Corporate in-house training
DEMAND AND SUPPLY - Boo Chanco (The Philippine Star) - December 10, 2017 - 4:00pm

The second part of the response of Jaime Augusto Zobel de Ayala to my column last week covers what they are doing to boost skills of their employees. JAZA also talks about how their education arm benefits from their actual experiences in the various industries Ayala is invested in.

JAZA: “Our presence in a wide range of industries gives us a good understanding of the skills gap employers face today. We aim to bridge these gaps by leveraging the complementary strengths of the academic institutions we invest in with our group’s deep industry experience in high-growth service industries such as banking, telecom, retail, tourism, property and IT-BPM.

“As an example, AC Education engages with employer partners such as Ayala group companies and services industry leaders like Accenture in determining the skills requirements for new hires and co-develops the appropriate curriculum based on these requirements.

“Aside from industry-specific knowledge, AC Education’s learning modules focus on IT proficiency, business communication skills, critical thinking, sales skills, to name a few. More importantly, its learning modules provide students with valuable soft skills such as persistence, reliability, integrity and curiosity…

“With operations in Eastern Europe, Mexico, China, US, Singapore, and of course the Philippines, our electronics manufacturing unit, IMI, is our most global business in the Ayala Group. With nearly 15,000 employees around the world, it is also one of our largest employers.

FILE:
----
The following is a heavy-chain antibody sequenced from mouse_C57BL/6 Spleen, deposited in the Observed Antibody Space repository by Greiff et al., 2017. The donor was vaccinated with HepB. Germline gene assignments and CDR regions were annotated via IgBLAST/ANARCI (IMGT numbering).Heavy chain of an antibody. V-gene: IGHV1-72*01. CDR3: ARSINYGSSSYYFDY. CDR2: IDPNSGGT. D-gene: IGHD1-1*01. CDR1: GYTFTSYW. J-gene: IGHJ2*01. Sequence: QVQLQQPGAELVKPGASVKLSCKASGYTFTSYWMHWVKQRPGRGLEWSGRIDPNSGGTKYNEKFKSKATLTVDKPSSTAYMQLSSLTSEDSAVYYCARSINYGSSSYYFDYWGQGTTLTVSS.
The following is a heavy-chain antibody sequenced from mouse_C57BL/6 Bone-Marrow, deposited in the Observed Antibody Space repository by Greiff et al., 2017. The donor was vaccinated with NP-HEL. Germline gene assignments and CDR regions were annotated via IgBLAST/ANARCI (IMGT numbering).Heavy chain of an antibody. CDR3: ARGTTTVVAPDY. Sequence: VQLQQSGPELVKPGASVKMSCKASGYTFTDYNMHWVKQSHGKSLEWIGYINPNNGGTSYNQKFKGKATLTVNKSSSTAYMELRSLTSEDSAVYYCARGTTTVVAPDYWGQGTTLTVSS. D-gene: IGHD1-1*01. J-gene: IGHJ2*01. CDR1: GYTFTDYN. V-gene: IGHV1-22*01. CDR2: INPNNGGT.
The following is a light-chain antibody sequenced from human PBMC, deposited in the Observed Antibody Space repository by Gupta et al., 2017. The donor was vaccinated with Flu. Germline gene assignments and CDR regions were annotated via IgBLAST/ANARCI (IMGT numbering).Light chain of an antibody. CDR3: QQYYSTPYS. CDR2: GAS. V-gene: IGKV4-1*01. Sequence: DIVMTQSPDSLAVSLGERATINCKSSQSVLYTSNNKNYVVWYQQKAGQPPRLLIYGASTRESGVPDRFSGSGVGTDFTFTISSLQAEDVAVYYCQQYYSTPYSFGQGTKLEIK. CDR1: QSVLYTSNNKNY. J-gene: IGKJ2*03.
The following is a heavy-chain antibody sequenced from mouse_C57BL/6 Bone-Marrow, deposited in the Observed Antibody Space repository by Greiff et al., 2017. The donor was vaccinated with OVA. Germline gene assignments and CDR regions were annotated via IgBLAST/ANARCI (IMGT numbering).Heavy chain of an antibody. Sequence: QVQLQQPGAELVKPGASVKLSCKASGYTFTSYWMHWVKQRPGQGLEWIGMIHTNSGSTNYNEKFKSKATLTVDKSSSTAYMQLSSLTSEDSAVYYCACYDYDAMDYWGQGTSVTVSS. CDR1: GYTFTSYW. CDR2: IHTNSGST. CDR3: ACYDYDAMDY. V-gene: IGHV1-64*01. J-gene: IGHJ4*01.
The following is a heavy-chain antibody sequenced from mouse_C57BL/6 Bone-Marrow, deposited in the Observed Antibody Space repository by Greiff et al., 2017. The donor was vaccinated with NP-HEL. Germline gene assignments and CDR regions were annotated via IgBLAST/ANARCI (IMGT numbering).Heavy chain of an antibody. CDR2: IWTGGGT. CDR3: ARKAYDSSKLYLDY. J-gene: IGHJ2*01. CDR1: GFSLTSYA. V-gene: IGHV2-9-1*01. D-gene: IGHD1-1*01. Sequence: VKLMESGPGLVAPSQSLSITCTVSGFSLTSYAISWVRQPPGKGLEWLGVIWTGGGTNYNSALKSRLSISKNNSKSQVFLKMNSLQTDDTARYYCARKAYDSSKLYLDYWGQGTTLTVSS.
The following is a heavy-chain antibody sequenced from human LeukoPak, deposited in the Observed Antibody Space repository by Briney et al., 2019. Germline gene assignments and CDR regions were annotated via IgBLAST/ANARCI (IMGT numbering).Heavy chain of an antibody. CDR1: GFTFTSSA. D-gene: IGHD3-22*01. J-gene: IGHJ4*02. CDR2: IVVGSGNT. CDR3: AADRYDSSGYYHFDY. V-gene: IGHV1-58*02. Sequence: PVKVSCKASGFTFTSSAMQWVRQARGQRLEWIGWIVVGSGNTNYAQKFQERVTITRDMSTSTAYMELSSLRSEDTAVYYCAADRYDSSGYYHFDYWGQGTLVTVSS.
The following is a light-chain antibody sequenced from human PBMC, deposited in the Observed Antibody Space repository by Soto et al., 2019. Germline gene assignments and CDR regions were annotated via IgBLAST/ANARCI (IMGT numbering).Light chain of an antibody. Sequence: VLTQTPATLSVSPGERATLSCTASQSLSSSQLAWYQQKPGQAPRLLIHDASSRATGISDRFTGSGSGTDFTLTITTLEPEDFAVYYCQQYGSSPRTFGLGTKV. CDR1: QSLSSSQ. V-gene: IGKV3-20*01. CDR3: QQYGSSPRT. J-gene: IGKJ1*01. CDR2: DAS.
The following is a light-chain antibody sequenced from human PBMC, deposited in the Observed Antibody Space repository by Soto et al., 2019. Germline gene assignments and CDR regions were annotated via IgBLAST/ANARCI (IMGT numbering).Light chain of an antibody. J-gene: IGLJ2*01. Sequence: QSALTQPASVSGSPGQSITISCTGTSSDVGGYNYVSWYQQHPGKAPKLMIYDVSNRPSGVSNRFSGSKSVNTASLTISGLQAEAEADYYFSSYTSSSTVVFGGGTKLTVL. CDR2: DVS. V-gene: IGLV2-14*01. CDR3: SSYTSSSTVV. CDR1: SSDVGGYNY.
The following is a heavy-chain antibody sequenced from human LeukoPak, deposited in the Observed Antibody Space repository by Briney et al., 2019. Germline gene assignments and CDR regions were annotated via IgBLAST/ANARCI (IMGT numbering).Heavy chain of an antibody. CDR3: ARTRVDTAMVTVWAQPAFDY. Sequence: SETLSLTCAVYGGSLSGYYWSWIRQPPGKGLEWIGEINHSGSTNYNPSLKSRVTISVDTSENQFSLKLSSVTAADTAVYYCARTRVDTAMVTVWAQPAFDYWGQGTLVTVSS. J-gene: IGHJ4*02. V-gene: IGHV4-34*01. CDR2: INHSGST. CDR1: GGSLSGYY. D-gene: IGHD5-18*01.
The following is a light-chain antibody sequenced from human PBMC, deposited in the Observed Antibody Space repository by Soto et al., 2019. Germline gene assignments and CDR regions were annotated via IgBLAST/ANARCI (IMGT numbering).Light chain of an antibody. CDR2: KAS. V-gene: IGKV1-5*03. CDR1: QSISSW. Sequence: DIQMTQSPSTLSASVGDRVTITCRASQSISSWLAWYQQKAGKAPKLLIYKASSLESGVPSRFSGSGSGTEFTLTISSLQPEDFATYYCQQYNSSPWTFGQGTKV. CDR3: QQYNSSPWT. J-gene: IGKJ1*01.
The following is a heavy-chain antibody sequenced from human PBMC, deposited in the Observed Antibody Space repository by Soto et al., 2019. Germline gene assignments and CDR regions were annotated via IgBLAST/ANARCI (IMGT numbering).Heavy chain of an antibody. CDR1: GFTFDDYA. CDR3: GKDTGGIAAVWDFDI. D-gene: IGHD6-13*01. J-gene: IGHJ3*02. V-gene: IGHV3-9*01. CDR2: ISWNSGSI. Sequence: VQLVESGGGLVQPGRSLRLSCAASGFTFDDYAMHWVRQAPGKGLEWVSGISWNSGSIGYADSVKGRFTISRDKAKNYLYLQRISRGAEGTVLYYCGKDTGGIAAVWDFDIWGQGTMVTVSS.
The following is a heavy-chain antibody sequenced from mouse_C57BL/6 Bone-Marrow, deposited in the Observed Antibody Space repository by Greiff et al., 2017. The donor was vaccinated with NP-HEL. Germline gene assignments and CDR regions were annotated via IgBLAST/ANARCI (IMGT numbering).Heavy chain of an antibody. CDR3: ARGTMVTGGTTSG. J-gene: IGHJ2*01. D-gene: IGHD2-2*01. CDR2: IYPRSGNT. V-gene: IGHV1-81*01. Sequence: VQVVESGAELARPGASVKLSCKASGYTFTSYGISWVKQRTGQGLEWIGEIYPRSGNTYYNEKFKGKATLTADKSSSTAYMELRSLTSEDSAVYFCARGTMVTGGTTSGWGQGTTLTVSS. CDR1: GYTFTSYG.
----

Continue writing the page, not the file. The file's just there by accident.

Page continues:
“IMI utilizes a hybrid manufacturing flow where workers are trained to interact with automation. Our employees are, at a minimum, high school graduates, but we have been able to train them efficiently to operate more sophisticated machinery.

“IMI’s training platform, IMI University, offers various competency-based training programs customized to the needs of each employee based on identified skills gaps. Programs include a six-month onboarding training, cadetship programs, technician certifications, coaching clinics, and engineering courses with scholarship opportunities in partnership with the University of Batangas.

“Similarly, our telecom unit, Globe, has its own training platform, Globe University.  As Globe implements its digital transformation program, Globe University has played a major role in upskilling and reskilling the employees with modules on technology and innovation, digital marketing, business intelligence and analytics, information security, as well as soft skills in leadership development and people management. It has so far trained nearly 4,000 employees in these various modules…

“Outside the organization, Globe undertakes initiatives to promote digital citizenship and cyber-wellness among the wider public. In partnership with Optus and Singtel, Globe launched the Digital Thumbprint Program that trains public and private high school students to be responsible online netizens. The program has reached 16,381 students, with 1,729 public school teachers empowered to teach the program to their students.